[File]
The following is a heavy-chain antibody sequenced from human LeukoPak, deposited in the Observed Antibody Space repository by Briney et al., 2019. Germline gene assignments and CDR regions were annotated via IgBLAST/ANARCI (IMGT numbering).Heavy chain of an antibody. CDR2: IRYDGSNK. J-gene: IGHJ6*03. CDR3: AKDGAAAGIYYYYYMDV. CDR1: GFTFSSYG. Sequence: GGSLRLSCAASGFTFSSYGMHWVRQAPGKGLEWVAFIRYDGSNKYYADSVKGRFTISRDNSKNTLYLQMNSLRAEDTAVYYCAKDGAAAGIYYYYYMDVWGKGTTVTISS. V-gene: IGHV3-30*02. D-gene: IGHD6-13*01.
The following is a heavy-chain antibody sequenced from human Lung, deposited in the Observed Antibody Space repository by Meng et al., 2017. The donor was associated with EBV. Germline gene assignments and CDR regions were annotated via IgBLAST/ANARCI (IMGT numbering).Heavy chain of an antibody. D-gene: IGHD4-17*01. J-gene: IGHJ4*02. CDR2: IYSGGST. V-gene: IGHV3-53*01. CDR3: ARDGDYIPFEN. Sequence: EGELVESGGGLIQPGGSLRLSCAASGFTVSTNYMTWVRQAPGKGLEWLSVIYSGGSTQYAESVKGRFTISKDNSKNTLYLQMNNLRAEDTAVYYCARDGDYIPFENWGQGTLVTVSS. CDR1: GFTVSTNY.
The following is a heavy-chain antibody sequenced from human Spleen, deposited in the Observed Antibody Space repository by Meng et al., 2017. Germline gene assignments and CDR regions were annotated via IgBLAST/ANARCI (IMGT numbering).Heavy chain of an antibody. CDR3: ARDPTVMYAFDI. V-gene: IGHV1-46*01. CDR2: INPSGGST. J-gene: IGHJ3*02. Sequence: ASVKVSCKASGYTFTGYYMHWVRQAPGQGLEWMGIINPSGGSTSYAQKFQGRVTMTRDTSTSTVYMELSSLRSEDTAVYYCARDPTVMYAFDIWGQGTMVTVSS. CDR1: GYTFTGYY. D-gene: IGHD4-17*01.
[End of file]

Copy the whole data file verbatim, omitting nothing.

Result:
The following is a heavy-chain antibody sequenced from human LeukoPak, deposited in the Observed Antibody Space repository by Briney et al., 2019. Germline gene assignments and CDR regions were annotated via IgBLAST/ANARCI (IMGT numbering).Heavy chain of an antibody. CDR2: IRYDGSNK. J-gene: IGHJ6*03. CDR3: AKDGAAAGIYYYYYMDV. CDR1: GFTFSSYG. Sequence: GGSLRLSCAASGFTFSSYGMHWVRQAPGKGLEWVAFIRYDGSNKYYADSVKGRFTISRDNSKNTLYLQMNSLRAEDTAVYYCAKDGAAAGIYYYYYMDVWGKGTTVTISS. V-gene: IGHV3-30*02. D-gene: IGHD6-13*01.
The following is a heavy-chain antibody sequenced from human Lung, deposited in the Observed Antibody Space repository by Meng et al., 2017. The donor was associated with EBV. Germline gene assignments and CDR regions were annotated via IgBLAST/ANARCI (IMGT numbering).Heavy chain of an antibody. D-gene: IGHD4-17*01. J-gene: IGHJ4*02. CDR2: IYSGGST. V-gene: IGHV3-53*01. CDR3: ARDGDYIPFEN. Sequence: EGELVESGGGLIQPGGSLRLSCAASGFTVSTNYMTWVRQAPGKGLEWLSVIYSGGSTQYAESVKGRFTISKDNSKNTLYLQMNNLRAEDTAVYYCARDGDYIPFENWGQGTLVTVSS. CDR1: GFTVSTNY.
The following is a heavy-chain antibody sequenced from human Spleen, deposited in the Observed Antibody Space repository by Meng et al., 2017. Germline gene assignments and CDR regions were annotated via IgBLAST/ANARCI (IMGT numbering).Heavy chain of an antibody. CDR3: ARDPTVMYAFDI. V-gene: IGHV1-46*01. CDR2: INPSGGST. J-gene: IGHJ3*02. Sequence: ASVKVSCKASGYTFTGYYMHWVRQAPGQGLEWMGIINPSGGSTSYAQKFQGRVTMTRDTSTSTVYMELSSLRSEDTAVYYCARDPTVMYAFDIWGQGTMVTVSS. CDR1: GYTFTGYY. D-gene: IGHD4-17*01.